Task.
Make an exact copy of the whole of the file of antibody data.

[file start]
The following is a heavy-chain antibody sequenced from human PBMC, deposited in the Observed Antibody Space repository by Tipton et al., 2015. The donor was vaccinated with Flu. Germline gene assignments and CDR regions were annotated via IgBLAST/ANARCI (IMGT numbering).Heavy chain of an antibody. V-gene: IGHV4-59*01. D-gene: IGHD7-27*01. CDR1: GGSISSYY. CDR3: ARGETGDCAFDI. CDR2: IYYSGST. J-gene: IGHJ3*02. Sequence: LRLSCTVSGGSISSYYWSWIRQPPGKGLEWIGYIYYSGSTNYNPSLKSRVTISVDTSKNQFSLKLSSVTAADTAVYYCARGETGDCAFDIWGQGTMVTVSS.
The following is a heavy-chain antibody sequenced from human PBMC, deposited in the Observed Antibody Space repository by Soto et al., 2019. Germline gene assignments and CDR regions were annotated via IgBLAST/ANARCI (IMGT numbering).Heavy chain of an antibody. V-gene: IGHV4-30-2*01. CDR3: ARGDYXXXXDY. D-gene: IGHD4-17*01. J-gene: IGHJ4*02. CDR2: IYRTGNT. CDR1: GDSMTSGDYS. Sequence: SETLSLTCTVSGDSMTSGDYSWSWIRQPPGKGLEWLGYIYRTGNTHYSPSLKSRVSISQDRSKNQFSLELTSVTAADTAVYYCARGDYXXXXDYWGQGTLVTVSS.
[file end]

The following is a heavy-chain antibody sequenced from human PBMC, deposited in the Observed Antibody Space repository by Tipton et al., 2015. The donor was vaccinated with Flu. Germline gene assignments and CDR regions were annotated via IgBLAST/ANARCI (IMGT numbering).Heavy chain of an antibody. V-gene: IGHV4-59*01. D-gene: IGHD7-27*01. CDR1: GGSISSYY. CDR3: ARGETGDCAFDI. CDR2: IYYSGST. J-gene: IGHJ3*02. Sequence: LRLSCTVSGGSISSYYWSWIRQPPGKGLEWIGYIYYSGSTNYNPSLKSRVTISVDTSKNQFSLKLSSVTAADTAVYYCARGETGDCAFDIWGQGTMVTVSS.
The following is a heavy-chain antibody sequenced from human PBMC, deposited in the Observed Antibody Space repository by Soto et al., 2019. Germline gene assignments and CDR regions were annotated via IgBLAST/ANARCI (IMGT numbering).Heavy chain of an antibody. V-gene: IGHV4-30-2*01. CDR3: ARGDYXXXXDY. D-gene: IGHD4-17*01. J-gene: IGHJ4*02. CDR2: IYRTGNT. CDR1: GDSMTSGDYS. Sequence: SETLSLTCTVSGDSMTSGDYSWSWIRQPPGKGLEWLGYIYRTGNTHYSPSLKSRVSISQDRSKNQFSLELTSVTAADTAVYYCARGDYXXXXDYWGQGTLVTVSS.